Monday, February 27, 2012
Wednesday, February 15, 2012
Anyone who knows me knows that after books, what I like most is movies. Though I review horror and other genre films for Horrorview, in reality I like a broad spectrum of films.
In addition to enjoying films for their own sake, I also like to analyze the way films tell stories. There is a good deal of common ground with the way books tell their stories, but there are things unique to each medium. This is not to say one is superior to the other, only that you can (and can't) do things in books that you can't (or can) do in films, and vice versa.
Adaptations of books into films fascinate me, because so often the work suffers in translation - yet when it does work, it's amazing. Take a look at the book and film of L.A. Confidential. Both are masterpieces in their own right. The film covers only a fragment of the novel's plot and scope, yet does such a good job of distilling the key characters and conflicts down to the essentials that one can enjoy both on their own terms.
How does this relate to writing craft? Whenever I write a book, I always try to come up with the perfect cast for an ideal movie (or TV miniseries) adaptation. Although I will use these cast members when I visualize the story in my head, I don't incorporate this into the book's descriptions of the characters. (In fact, I'm trying to pare visual description of characters down to what's strictly relevant, thereby letting the readers get their own images.) It primarily comes in handy for writing dialogue. There have been several occasions when I needed to "hear" a character's dialogue in my head, imagining it in the actor's voice, before I was able to get the dialogue right.
It's not all work, of course. Casting the perfect film adaptation is just part of making what I call "mind movies." I'll also consider how key scenes would be portrayed in a perfect adaptation, or how to address plot or character issues without the benefit of exposition or internal monologue (I refuse to have characters make "thinking faces" while having voice-overs in my mind movies). It's a fun way to explore the different storytelling needs of the two mediums, and the mind movies are a fun way to kill time when I'm bored - one can only play "Do, Dump, or Marry" with the cast of Firefly* so often.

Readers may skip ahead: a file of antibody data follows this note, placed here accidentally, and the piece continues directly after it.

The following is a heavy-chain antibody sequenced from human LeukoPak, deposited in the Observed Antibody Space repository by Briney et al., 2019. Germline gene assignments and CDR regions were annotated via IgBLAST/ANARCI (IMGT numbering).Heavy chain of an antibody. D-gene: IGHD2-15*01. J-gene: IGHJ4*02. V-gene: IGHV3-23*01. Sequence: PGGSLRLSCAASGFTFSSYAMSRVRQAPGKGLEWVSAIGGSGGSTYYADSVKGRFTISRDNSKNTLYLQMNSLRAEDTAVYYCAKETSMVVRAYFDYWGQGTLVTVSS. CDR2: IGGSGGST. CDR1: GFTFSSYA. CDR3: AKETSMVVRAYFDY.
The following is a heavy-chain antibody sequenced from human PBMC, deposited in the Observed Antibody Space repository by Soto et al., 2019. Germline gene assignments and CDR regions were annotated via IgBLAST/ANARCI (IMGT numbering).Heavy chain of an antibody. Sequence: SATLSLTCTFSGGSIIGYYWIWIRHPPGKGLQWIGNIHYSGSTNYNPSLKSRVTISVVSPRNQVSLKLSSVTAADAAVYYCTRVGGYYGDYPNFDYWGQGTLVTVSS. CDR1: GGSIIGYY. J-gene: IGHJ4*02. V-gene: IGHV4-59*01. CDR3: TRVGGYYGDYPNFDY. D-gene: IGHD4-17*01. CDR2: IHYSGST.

So for my amusement and, hopefully, yours, I offer my ideas for the casts of perfect adaptations of my books. In some cases I've suggested multiple actors, any one of whom would do a bang-up job. You'll see a lot of genre actors here, and there are even a few actors whose films I usually avoid, but include because they would be perfect in their assigned roles. Also, these casts are always changing as my other cinema-nerd friends make awesome suggestions, or as actors age out of certain roles and age into others. And I'd like to apologize to Sam Rockwell for being my go-to actor for villains who are smarter than others think but not as smart as they think they are. One of these days I'll cast you as a nice guy, I swear.
Don't know some of these names? Look them up on Internet Movie Database!
Drew - Guy Pearce
Audrey - Linda Hunt or Kathy Bates
Margo/Lara - Rosario Dawson
Evie - Michelle Williams
Jones - Robert Downey Jr.
Doc Winslow - Jeff Bridges
Bannion - Brian Dennehy
The Day After Yesterday cast
Zack - Tom Waits, Sid Haig, or Danny Trejo
Elaine - Maggie Gyllenhaal
Daniel - Nathan Fillion or Ewan McGregor
Sarah - Naomi Watts or Sheryl Lee
Rachel - Liv Tyler, Kate Beckinsale, or Rachel Weisz
Mick - Matt Damon
Reg - Paul Williams
Tamara - Ellen Page
Dr. Howard - Jessica Harper
Wayne - Jason Mewes
Dr. Levinson - Brian Cox
Gina - January Jones
Rachel's mom - Carol Kane
Eskimo Sally - Sandra Oh or Jewel Staite
Marjorie - Caroline Williams
Greg - Sam Rockwell or Thomas Haden Church
Cecilia - Erin Brown
Ashes and Reckoning (putting these together into one adaptation)
Jennifer - Alison Lohman
Sean - Gary Oldman, Kevin Spacey, Tommy Lee Jones, or Paul Giamatti
Robert - Brian Cox or Morgan Freeman
Halsey - Edward Norton or Tom Cruise
Suzanne - Amber Benson
Alex - Bruce Campbell
Doug - Bill Moseley
Beatty - Rutger Hauer
Mr. Bradbury - Ian Holm
Anna - Amy Adams
Richard - Kurt Russell, George Clooney, or Jeff Bridges
Steve - Sam Rockwell
Eddie - Eminem
Gene - Aaron Eckhart
Deirdre - Jennifer Carpenter
Monique - Diane Lane or Virginia Madsen
Nick - Nathan Fillion
Leo - Michael Rooker or Adam Baldwin
Juliette - Juliet Landau, Monica Bellucci, Famke Janssen, or Melanie Laurent
I can't think of anyone to play Walt. Readers, please feel free to suggest someone to play a cowardly weasel!
These suggestions are only for the moderate-to-major roles in each book. There are still plenty of roles that a movie or miniseries would need to fill, but my knowledge of actors isn't encyclopedic enough to do that.
And these are just my own preferences of course, and subject to my own whims and tastes (note the heavy reliance on Joss Whedon alumni). When you read, feel free to use your own ideas when you imagine what the characters look and sound like. This is all just fun on my part, but it helps with my process, so it's all good.
*If you must know:
Do = Jayne, Shepherd Book
Dump = Simon, Wash
Marry = Oh Captain my Captain